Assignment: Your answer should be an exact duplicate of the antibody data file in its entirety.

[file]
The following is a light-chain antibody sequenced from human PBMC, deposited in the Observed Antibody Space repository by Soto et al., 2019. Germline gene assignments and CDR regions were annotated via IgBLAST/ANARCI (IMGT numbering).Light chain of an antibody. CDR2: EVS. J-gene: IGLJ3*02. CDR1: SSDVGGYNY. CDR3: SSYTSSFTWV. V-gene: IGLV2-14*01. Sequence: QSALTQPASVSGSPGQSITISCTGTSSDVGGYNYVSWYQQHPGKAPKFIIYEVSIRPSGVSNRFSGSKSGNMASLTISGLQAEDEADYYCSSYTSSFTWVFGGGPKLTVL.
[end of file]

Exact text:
The following is a light-chain antibody sequenced from human PBMC, deposited in the Observed Antibody Space repository by Soto et al., 2019. Germline gene assignments and CDR regions were annotated via IgBLAST/ANARCI (IMGT numbering).Light chain of an antibody. CDR2: EVS. J-gene: IGLJ3*02. CDR1: SSDVGGYNY. CDR3: SSYTSSFTWV. V-gene: IGLV2-14*01. Sequence: QSALTQPASVSGSPGQSITISCTGTSSDVGGYNYVSWYQQHPGKAPKFIIYEVSIRPSGVSNRFSGSKSGNMASLTISGLQAEDEADYYCSSYTSSFTWVFGGGPKLTVL.